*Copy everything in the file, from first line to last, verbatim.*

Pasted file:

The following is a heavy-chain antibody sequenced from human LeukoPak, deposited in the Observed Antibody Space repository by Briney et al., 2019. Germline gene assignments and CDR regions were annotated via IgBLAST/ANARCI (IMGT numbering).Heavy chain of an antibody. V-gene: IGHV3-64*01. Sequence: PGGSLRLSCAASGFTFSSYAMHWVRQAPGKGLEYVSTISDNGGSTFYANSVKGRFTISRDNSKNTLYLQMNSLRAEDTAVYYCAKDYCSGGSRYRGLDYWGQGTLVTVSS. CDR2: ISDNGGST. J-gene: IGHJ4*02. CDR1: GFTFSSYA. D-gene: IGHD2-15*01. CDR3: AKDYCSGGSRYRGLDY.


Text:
The following is a heavy-chain antibody sequenced from human LeukoPak, deposited in the Observed Antibody Space repository by Briney et al., 2019. Germline gene assignments and CDR regions were annotated via IgBLAST/ANARCI (IMGT numbering).Heavy chain of an antibody. V-gene: IGHV3-64*01. Sequence: PGGSLRLSCAASGFTFSSYAMHWVRQAPGKGLEYVSTISDNGGSTFYANSVKGRFTISRDNSKNTLYLQMNSLRAEDTAVYYCAKDYCSGGSRYRGLDYWGQGTLVTVSS. CDR2: ISDNGGST. J-gene: IGHJ4*02. CDR1: GFTFSSYA. D-gene: IGHD2-15*01. CDR3: AKDYCSGGSRYRGLDY.